The production was a celebration of Anne Brontë, the youngest and most frequently forgotten Brontë sister, on the occasion of her bicentenary. It wove together excerpts from her novels, letters and poetry, as well as other biographical material related to the nineteenth century’s most famous literary family.

With minimal props and costuming, the four actors (Katrina Michaels, Alida Rose Delaney, Miriam Canfield and Marshall Taylor Thurman) did a great job depicting multiple characters and capturing the emotional intensity of Anne’s writing. The overall plot might have been hard to follow for those less familiar with Brontë lore, but, even taken in isolation, the scenes were an engaging sampling of Anne’s life and work.

Particularly successful were the dramatizations of key scenes from Anne’s 1848 The Tenant of Wildfell Hall, the novel so shocking that her sister Charlotte apologised for its existence in her biographical notice about the deceased Emily and Anne in 1850:

The choice of subject was an entire mistake. Nothing less congruous with the writer's nature could be conceived. The motives which dictated this choice were pure, but, I think, slightly morbid.”

For example, Anne’s key sense of injustice in the exchange between Helen and Gilbert Markham in The Tenant of Wildfell Hall is still resonant in 2020, two hundred years on from her birth, even if the way she couches her moral argument in religious language may be alien and off-putting to twenty-first century audiences.

On a selfish note, I would have loved a deeper exploration of Anne’s relationship with her brother Branwell and her time working along with him at Thorp Green Hall—the focus of my novel. But here, as in other interpretations of the Brontës’ lives, more stage time was given to exploring Anne’s first stint as a governess (as depicted at least semi-autobiographically in the first half of her 1847 Agnes Grey) and the play’s creators chose to foreground the relationship between the three sisters, leaving Branwell in the shadows.

Overall I thoroughly enjoyed the show and was delighted that celebrations of Anne’s life have made it across the Atlantic.

Second, last weekend I attended a marathon reading of Jane Austen’s Persuasion, at the King Manor Museum in Queens. This fascinating historic house was home to Rufus King, American Founding Father and outspoken abolitionist. Built in the 1750s, the museum was the perfect setting for the event, as attendees, many of them in period costume, took it in turns to read chapters from Volume I of Austen’s beloved 1818 work aloud.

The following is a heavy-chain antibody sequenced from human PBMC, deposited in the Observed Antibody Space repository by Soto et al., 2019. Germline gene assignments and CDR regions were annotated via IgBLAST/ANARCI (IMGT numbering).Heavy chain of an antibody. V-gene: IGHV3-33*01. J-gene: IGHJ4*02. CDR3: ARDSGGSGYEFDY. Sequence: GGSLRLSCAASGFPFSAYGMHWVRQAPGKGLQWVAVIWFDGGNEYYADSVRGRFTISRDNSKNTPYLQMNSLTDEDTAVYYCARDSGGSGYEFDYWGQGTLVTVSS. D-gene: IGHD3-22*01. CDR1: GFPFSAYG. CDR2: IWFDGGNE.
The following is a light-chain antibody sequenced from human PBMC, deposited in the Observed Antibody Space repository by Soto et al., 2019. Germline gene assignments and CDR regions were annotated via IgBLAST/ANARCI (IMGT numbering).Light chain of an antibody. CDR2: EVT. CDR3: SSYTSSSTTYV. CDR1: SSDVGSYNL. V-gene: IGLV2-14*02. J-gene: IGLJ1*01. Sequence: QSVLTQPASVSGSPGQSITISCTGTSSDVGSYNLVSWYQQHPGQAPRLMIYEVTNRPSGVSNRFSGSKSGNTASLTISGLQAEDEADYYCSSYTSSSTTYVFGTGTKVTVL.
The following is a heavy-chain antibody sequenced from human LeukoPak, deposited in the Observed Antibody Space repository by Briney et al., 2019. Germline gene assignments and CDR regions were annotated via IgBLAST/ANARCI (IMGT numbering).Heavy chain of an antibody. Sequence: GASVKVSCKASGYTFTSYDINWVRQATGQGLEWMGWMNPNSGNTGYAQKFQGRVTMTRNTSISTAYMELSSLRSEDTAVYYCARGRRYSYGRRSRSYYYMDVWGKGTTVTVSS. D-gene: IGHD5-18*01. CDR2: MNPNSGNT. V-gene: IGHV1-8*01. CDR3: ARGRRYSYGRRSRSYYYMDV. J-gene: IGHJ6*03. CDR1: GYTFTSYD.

The Secret Victorianist joins other Janeites at the Queens museum
I’m not much of a crafter, but those more talented than me stitched clothes, knitted or did embroidery while listening to the novel, making me feel (in spite of the electric light and heating) that I’d truly stepped back in time.

It was a real thrill to experience Jane Austen’s work as many of her first readers would have and something of a digital detox to spend five hours simply listening and occupying your hands (I amused myself with a colouring book for the first time in two decades). This Saturday, the museum is hosting a reading of Volume II. I won’t be able to attend, but, if you’re a Janeite in NYC, you might consider going along—even if just for a portion of the five hours.

In what’s shaping up to be a pretty crazy debut year (we’re now less than six months from the release of Brontë’s Mistress!), both these events were a great way for me to step back and connect with other lovers of the nineteenth century and I hope I’ll be able to continue to do this (and write about my adventures on this blog). Next up, I’ll be attending another play—Cheer from Chawton: A Jane Austen Family Theatrical at the 14th Street Y.

If you know of any other New York events that might be of interest to me, please get in touch—here, on Facebook, on Instagram, or by tweeting @SVictorianist. Pre-order information for Brontë’s Mistress can be found here, and, if you want monthly updates on its release straight to your email inbox, sign up for my author newsletter below.

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Friday, 17 January 2020

Writers’ Questions: Should I write an outline (plotters vs. pantsers)?